How to Deal With Loneliness (13 Steps For Isolated Souls)

how to deal with loneliness

It often gets difficult to Survive loneliness. It grips you like a never-ending ailment, you try to get rid of it but it irks you more and leads you to the dark!

Loneliness can be compared to a thick winter’s fog.

It stifles and strangles you, pulling you under a heavy blanket of depression, pervading all that you see.

Loneliness causes you to filter life through a lens of desolation and deep despair. Your spirit becomes so heavy with the weight of your isolation that you often feel like laying down and dying.

I know. I’ve been there many times.

Whether you feel loneliness in a crowd, in your marriage, in your workplace, friend circle, religion, culture, or simply by yourself, there is hope. Yes, it’s possible to learn how to deal with loneliness, and I’ll show you how (from painful personal experience). But first:

Loneliness: You’re Not Alone

As humans, it’s our tendency to believe that we’re the only one in the world feeling the deep level of isolation we’re experiencing. But what we fail to realize that loneliness is a worldwide epidemic. And no, you’re NOT alone – at least in experiencing it.

Loneliness is dangerous
How to Deal With Loneliness (13 Steps For Isolated Souls)

Here are some shocking findings from numerous studies/sources which will help you to see how common this issue is:

  • Loneliness affects close to 47% of Americans (source)
  • In Japan, there are more than half a million people under the age of 40 who haven’t left their house or interacted with anyone for at least six months (source)
  • One in four Australians feel lonely at least once every single week (source) and one in five Australians rarely or never have anyone to talk to when they need help (source)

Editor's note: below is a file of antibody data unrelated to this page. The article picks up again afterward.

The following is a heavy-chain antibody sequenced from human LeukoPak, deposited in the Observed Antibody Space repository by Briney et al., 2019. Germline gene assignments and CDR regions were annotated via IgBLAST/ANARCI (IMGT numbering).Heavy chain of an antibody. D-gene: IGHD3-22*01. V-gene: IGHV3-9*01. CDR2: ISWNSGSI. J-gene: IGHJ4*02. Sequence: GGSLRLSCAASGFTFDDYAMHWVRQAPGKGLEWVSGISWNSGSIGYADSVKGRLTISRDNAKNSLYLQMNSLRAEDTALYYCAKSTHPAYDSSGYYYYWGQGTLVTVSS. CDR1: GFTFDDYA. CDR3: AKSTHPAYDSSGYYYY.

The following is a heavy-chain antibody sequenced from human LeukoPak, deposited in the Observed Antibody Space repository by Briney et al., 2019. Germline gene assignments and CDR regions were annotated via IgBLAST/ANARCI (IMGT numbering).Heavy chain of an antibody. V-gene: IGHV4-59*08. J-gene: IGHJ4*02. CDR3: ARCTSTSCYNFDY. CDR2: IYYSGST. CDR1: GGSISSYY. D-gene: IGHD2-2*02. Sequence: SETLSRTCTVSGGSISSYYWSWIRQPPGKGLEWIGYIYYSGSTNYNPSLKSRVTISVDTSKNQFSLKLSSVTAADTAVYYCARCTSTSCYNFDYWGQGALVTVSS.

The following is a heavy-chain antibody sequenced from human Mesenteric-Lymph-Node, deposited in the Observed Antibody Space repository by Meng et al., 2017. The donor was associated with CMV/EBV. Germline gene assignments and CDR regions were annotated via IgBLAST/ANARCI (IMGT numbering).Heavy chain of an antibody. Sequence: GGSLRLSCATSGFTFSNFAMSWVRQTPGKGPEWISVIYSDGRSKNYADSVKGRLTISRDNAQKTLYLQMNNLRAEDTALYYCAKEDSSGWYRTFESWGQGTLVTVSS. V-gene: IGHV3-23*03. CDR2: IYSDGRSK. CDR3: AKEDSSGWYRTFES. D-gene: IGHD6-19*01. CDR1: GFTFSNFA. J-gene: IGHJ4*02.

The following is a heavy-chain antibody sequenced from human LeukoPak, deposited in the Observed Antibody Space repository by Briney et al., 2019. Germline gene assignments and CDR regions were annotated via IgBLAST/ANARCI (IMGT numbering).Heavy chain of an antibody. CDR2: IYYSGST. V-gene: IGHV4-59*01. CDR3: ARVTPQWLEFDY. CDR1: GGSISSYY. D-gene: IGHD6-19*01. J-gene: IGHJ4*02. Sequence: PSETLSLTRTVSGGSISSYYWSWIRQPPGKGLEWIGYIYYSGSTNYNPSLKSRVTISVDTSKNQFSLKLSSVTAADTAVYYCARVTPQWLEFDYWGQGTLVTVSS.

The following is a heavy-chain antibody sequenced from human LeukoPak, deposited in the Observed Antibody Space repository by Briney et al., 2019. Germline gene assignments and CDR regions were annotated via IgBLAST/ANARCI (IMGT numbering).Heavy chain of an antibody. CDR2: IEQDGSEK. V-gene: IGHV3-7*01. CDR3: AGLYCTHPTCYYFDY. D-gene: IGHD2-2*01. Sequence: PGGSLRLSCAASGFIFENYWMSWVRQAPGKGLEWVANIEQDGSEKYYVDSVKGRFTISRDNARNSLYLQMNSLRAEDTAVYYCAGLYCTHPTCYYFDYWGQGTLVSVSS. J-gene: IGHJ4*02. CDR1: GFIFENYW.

• 30% of Millenials said they always or often feel lonely compared to 20% with Generation X and 15% of Boomers (source)
  • 9 million people in the UK across all ages are either always or often lonely (source)
  • More than 60% of married people struggle with loneliness (source)
  • 49% of older people in the UK say that television or pets are their main form of company (source)

… and the statistics keep coming and coming – this list is only the tip of the iceberg!

Can you see how widespread loneliness is and that you’re not alone as you think you are?

Read Loneliness In Children: This Is What You Can Do As A Parent

Why Are We Lonely?

While loneliness might be universally felt, the reasons why we feel it are unique for each person.

For example, I’ve felt lonely for many years due to the trauma of being brought up in a fundamentalist Christian religion. (Naturally, being taught that outsiders were “evil” caused me to distance myself from everyone which caused this deep-seated loneliness. Thankfully, I’ve since left religion.)

Other reasons why we can feel lonely often include:

  1. Death of a spouse
  2. Estrangement from family members
  3. Lacking access to quality relationships where we can share our deepest thoughts, feelings, and beliefs (this can be due to numerous reasons, such as working too much, living in a community that doesn’t meet your needs, struggling to connect to likeminded people, etc.)
  4. Undergoing a life crisis or existential crisis
  5. Living alone unwillingly
  6. Possessing different values or beliefs from the vast majority of those around you
  7. Undergoing a spiritual awakening process
  8. Poor or underdeveloped social skills
  9. Mental health issues such as anxiety and depression
  10. Childhood trauma and later-life trauma (this also includes being in toxic relationships, struggling with narcissistic family members, physical/emotional/mental abuse, etc.)
  11. Health issues

But perhaps the biggest reason why we struggle with loneliness is because we lack a deep connection with our inner self, our soul. This is known as soul loss.

Loneliness is very subjective. For example, someone living alone with no friends might seem lonely to an onlooker, but on the inside, they might be perfectly content and relaxed. On the other hand, a person with a big family and successful career might seem happy to the general public – but inside, they might feel totally and utterly alone.

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